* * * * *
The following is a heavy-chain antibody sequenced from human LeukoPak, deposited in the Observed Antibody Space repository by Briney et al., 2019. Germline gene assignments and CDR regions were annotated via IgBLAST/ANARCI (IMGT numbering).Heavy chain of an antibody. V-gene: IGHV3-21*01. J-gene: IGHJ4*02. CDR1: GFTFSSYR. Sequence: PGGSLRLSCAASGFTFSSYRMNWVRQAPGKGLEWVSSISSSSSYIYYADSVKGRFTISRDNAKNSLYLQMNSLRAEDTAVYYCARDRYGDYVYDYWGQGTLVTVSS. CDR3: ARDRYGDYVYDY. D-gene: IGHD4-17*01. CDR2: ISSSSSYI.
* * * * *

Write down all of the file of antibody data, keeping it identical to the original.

The following is a heavy-chain antibody sequenced from human LeukoPak, deposited in the Observed Antibody Space repository by Briney et al., 2019. Germline gene assignments and CDR regions were annotated via IgBLAST/ANARCI (IMGT numbering).Heavy chain of an antibody. V-gene: IGHV3-21*01. J-gene: IGHJ4*02. CDR1: GFTFSSYR. Sequence: PGGSLRLSCAASGFTFSSYRMNWVRQAPGKGLEWVSSISSSSSYIYYADSVKGRFTISRDNAKNSLYLQMNSLRAEDTAVYYCARDRYGDYVYDYWGQGTLVTVSS. CDR3: ARDRYGDYVYDY. D-gene: IGHD4-17*01. CDR2: ISSSSSYI.